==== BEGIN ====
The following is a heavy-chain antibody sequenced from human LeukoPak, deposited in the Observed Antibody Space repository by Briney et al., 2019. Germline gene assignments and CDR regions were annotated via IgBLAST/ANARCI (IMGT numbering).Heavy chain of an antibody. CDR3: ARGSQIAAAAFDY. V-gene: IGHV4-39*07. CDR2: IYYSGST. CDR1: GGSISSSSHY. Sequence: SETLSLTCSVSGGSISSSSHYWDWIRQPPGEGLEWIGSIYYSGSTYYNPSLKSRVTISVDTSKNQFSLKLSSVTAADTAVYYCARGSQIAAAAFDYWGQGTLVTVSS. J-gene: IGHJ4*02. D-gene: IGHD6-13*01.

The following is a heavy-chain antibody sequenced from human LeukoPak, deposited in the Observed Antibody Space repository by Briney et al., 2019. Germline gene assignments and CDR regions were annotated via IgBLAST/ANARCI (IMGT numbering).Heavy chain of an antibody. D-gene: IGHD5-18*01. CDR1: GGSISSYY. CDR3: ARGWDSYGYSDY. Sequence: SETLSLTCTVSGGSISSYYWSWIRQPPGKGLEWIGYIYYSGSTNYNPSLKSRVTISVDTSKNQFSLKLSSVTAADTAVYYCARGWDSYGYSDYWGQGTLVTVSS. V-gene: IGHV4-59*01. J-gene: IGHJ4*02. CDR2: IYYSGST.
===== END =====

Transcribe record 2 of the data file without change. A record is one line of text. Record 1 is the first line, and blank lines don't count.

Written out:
The following is a heavy-chain antibody sequenced from human LeukoPak, deposited in the Observed Antibody Space repository by Briney et al., 2019. Germline gene assignments and CDR regions were annotated via IgBLAST/ANARCI (IMGT numbering).Heavy chain of an antibody. D-gene: IGHD5-18*01. CDR1: GGSISSYY. CDR3: ARGWDSYGYSDY. Sequence: SETLSLTCTVSGGSISSYYWSWIRQPPGKGLEWIGYIYYSGSTNYNPSLKSRVTISVDTSKNQFSLKLSSVTAADTAVYYCARGWDSYGYSDYWGQGTLVTVSS. V-gene: IGHV4-59*01. J-gene: IGHJ4*02. CDR2: IYYSGST.